That same year, he entered the Volozhin yeshivah, studying under its famed leaders, Rav Naphtali Tzvi Yehuda Berlin and Rav Chaim Soloveitchik. At only 18 years of age, he was ordained by Rav Soloveitchik and Rav Shelomo Cohen of Vilna.
Notably, he also studied secular subjects, which many other Orthodox rabbis of his time at a gymnasium in Shedlitz and displayed an energetic interest in Eretz Yisroel (Land of Israel). The Rav was affiliated with the Chovevei Tzion movement founded by Rav Shmuel Mohilever.

At age 24 he began a series of rabbinical positions, including Grosowa (near Minsk) and Sainee, where he remained until the outbreak of World War I. Toward the end of the war, he was named chief rabbi of an Estonian Jewish region. During this time, the Rav completed a Ph.D. degree and taught Jewish philosophy at the local university. Declining invitations to serve congregations in London and Liverpool, he immigrating to the U.S. in 1923. where he served many communities. Among them Bayonne, NJ; Cleveland; Cincinnati; and Brooklyn. Like many of his colleagues from Eastern Europe, he faced resistance from more liberal lay leaders and congregants regarding standards of Jewish practice, particularly kashrs. Yet his reputation as a scholar assured that many rabbinical colleagues and lay leaders came to him to adjudicate matters of Jewish law. 

In 1923, he served as a rabbinical judge in a kashrus dispute between two prominent Canadian rabbonim. The Rav wrote several volumes of highly regarded responsa, including Teshuvah Shelemah. A second volume addressing matters of American concern was published in 1940.

The Rav lived his later years in St. Louis, serving as chief rabbi of the United Orthodox community and head of the city's newly established Va'ad ha-Ir. He remained the leading Orthodox rabbi in St. Louis until his death. END

(This content appeared along with a Hebrew biography text written by Rabbi Chaim Karlinsky. The book was part of an EBAY auction 7-29-2013)
Rabbi Ephraim Epstein 1908-1971
Rabbi Epstein served Congregation Shaare Zedek, St. Louis, Missouri for over 35 years (1934-1969). This would be his only pulpit. He is listed along with other rabbis who served St. Louis congregations.

from The First Hundred Years
by Jody S. Feldman
Published 2005
Reproduced with permission

He didn't stand very tall, but his presence loomed larger than any in the sanctuary. Inevitably, during a lull in the service, whatever service, there'd come time when congregants would begin some social whispering. The whispers would become widespread murmurs. And he'd stand, staring with a deafening silence that quieted the room. Then in his clear, distinct voice, he'd continue the service. Later, those same scolding eyes would hold a twinkle, his voice would tell a joke, and his face would offer a ready smile for everyone. Especially children.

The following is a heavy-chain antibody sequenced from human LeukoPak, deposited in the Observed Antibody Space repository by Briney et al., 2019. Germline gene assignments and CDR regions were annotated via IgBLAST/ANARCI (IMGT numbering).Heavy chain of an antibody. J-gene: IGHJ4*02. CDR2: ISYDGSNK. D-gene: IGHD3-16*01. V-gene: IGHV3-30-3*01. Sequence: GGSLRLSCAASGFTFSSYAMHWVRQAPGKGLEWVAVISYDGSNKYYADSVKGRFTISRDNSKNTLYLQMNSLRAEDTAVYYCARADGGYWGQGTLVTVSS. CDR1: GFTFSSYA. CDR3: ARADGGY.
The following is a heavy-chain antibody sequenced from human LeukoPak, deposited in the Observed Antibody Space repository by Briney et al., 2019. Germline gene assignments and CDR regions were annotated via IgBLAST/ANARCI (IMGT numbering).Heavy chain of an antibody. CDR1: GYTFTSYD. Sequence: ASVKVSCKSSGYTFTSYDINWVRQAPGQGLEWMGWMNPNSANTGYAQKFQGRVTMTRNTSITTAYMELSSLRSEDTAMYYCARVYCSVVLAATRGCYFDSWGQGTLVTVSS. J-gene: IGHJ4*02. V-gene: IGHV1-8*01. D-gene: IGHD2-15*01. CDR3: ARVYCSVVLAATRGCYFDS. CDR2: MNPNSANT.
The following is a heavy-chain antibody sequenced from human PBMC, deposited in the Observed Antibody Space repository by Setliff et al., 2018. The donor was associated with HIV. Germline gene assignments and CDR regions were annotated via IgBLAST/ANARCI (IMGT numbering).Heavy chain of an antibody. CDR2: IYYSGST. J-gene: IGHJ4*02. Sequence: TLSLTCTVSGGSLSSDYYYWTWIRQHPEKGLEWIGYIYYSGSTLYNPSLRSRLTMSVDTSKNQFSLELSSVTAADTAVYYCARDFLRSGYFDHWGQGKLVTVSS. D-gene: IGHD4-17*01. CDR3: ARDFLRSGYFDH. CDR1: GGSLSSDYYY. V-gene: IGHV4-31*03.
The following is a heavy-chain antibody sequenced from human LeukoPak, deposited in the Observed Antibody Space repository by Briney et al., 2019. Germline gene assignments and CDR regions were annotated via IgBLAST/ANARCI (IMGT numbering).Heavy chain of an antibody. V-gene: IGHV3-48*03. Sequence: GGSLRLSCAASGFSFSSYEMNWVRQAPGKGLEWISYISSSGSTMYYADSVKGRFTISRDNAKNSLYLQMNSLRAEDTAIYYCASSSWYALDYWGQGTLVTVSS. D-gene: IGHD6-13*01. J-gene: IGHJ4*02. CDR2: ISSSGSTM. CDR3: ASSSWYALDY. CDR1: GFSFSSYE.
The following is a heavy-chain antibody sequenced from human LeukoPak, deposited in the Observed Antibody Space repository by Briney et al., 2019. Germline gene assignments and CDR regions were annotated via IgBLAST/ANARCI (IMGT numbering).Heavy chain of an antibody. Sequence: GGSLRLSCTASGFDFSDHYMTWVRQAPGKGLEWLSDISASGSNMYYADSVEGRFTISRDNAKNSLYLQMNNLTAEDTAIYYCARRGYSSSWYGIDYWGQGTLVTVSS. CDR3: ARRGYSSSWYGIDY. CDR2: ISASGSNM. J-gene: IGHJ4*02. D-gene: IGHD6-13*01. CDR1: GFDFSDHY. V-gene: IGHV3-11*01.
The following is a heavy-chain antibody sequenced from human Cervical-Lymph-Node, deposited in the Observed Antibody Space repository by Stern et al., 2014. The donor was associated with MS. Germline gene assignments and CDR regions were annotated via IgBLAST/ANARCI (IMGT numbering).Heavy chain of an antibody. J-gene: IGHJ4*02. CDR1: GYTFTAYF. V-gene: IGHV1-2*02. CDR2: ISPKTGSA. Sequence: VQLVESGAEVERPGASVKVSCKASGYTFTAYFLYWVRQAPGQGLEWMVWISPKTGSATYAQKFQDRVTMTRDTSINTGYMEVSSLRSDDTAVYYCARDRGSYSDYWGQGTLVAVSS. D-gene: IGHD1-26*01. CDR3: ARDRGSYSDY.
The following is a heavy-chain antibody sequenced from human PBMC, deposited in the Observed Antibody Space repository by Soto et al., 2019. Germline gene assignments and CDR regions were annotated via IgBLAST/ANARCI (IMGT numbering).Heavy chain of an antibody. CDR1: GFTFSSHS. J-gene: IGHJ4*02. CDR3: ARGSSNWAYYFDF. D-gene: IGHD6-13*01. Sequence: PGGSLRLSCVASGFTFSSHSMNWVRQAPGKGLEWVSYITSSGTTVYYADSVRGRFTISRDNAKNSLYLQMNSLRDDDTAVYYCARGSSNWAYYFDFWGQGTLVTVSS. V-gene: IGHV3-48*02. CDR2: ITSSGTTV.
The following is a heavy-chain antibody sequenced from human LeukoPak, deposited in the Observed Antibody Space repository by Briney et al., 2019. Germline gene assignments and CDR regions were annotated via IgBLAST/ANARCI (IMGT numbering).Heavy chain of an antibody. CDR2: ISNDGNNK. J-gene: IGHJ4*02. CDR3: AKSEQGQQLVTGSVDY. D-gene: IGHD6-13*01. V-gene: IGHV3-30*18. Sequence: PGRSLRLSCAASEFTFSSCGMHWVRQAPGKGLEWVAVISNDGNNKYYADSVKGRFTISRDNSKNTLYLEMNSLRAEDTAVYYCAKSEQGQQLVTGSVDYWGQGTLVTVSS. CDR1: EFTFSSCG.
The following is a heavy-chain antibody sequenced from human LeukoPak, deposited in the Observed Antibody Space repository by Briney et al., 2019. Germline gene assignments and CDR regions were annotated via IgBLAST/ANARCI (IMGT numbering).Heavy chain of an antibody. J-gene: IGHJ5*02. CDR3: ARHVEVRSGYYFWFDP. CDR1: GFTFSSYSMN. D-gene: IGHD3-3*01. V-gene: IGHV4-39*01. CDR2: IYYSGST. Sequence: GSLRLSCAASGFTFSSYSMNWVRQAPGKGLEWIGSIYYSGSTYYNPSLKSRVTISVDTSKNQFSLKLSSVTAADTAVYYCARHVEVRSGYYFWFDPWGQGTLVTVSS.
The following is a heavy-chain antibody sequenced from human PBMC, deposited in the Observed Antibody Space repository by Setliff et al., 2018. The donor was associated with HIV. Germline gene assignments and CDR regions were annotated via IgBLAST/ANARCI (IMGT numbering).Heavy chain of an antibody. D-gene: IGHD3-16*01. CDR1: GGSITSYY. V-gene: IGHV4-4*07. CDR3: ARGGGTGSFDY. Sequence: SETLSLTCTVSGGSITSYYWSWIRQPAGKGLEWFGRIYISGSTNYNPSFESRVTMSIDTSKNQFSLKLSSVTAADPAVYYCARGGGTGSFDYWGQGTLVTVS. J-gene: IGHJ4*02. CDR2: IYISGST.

Rabbi Ephraim Epstein was almost still a child himself in 1934, the year he received his ordination from Yeshiva University of New York City, married Miss Louise Gorodinsky and was installed as spiritual leader of Shaare Zedek Synagogue.

This Rabbi Epstein had a great and lofty tradition and a magnificent heritage to uphold. As the 16th generation of an unbroken line of rabvbis on his maternal side, he was also a direct descendant, on his paternal side.=, of the Ga0n Rabbi Ezekiel Landau, the chief Rabbi of Prague during the reign of Empress Maria Theresa in rhe 1760's. More recently, the footprints of his reverend father, the late Chaim Fishel Epstein, who was the chief Rabbi of the Orthodox Jewish community, were deeply imprinted, but Rabbi Ephraim Epstein filled them admirably and made impressions of his own.

He may not have founded our congregation, may have arrived nearly 30 years after our inception, but to many, Rabbi Epstein and Shaare Zedek will be inextricably entwined.

Together, through the years, Rabbi Epstein and Shaare Zedek experienced periods of financial recession, depression and progression. With growth and neighborhood shifts, there were times when the High Holy Days services had to be conducted at the YMHA, in private homes and in a tent, but the congregation's fervor and zeal remained steadfast, honoring the rabbi's sincerity, enthusiasm and dynamism.

Rabbi Epstein had vision as well. Because Shaare Zedek began as an Orthodox synagogue, women and men sat separately during services. When the time came to build our new sanctuary, the younger members of the congregation insisted they be allowed to sit together. They also wanted a microphone. With an eye toward the future, Rabbi Epstein agreed, though with a compromise. For those who still wanted the separation of the sexes, the men sat on the right of the synagogue, the women on the left and couples in the middle.